William Ben Robinson

Royal Engineers

Personal Details

Born: 23 April 1883 in Shrewsbury, Shropshire.

Family: He was the fourth child born to William Robinson, a post office clerk and his wife Emily Jane, nee Lloyd. He married Dora Davies on 3 June 1909 at St John`s Methodist Church, Whitchurch, Shropshire. The couple had a daughter, Joan, born in 1917.

Residence: In 1891 his family were living at 37 Albert Street, Shrewsbury, Shropshire, however by 1901 they had moved to 15 Wyle Cop, Shrewsbury. In 1911 and now married, his address was 207 Station Road, Kings Heath, Worcestershire. At the time of his enlistment in 1915 he was living at 40 Phipson Road, Sparkbrook, Birmingham. The 1939 Register showed an address of 10 Hollywood Lane, Bromsgrove, Worcestershire. This continued to his home until his death in 1959.

Employment: In 1911 he was described as a sorting clerk and telegraphist working for the G.P.O. This was still his occupation in 1915. By 1939 he was an Assistant Superintendent in the postal division of the G.P.O. in Birmingham.

Died: 17 January 1959 in Bromsgrove, Worcestershire, aged 75.

Military Details

Regiment: Royal Engineers

Rank: Sapper

Service Number: 194931

Date of Enlistment: 11 October 1915

Date of Discharge: 12 October 1919

Reason for Discharge: Demobilisation

Medals and Awards

William was awarded the Campaign Medals (British War medal and Victory medal)

Campaign Medals

Great War History Hub Whitchurch Shropshire Medals Front Image

The British War Medal (also known as 'Squeak') was a silver or bronze medal awarded to officers and men of the British and Imperial Forces who either entered a theatre of war or entered service overseas between 5th August 1914 and 11th November 1918 inclusive. This was later extended to services in Russia, Siberia and some other areas in 1919 and 1920. Approximately 6.5 million British War Medals were issued. Approximately 6.4 million of these were the silver versions of this medal. Around 110,000 of a bronze version were issued mainly to Chinese, Maltese and Indian Labour Corps. The front (obv or obverse) of the medal depicts the head of George V. The recipient's service number, rank, name and unit was impressed on the rim.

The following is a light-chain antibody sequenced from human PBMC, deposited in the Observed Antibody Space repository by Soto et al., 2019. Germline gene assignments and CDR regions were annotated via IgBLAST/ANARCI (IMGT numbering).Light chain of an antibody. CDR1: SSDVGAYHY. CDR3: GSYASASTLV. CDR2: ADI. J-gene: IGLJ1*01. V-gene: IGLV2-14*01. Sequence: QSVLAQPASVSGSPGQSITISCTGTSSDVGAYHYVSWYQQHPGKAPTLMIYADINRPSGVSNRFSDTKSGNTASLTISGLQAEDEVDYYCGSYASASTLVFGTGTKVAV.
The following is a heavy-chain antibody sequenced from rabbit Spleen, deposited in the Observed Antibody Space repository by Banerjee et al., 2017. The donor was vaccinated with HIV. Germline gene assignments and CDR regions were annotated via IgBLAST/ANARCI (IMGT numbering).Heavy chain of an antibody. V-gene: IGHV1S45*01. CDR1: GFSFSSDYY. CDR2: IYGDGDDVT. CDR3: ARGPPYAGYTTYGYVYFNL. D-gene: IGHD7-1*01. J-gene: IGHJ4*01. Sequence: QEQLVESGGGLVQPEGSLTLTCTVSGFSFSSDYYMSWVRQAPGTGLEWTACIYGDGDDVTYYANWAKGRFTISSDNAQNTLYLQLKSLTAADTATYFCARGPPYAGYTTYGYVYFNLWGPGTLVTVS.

The Allied Victory Medal (also known as 'Wilfred') was issued by each of the allies. It was decided that each of the allies should each issue their own bronze victory medal with a similar design, similar equivalent wording and identical ribbon. The British medal was designed by W. McMillan. The front depicts a winged classical figure representing victory. Approximately 5.7 million victory medals were issued. Interestingly, eligibility for this medal was more restrictive and not everyone who received the British War Medal ('Squeak') also received the Victory Medal ('Wilfred'). However, in general, all recipients of 'Wilfred' also received 'Squeak' and all recipients of The 1914 Star or The 1914/1915 Star (also known as 'Pip') also received both 'Squeak' and 'Wilfred'. The recipient's service number, rank, name and unit was impressed on the rim.


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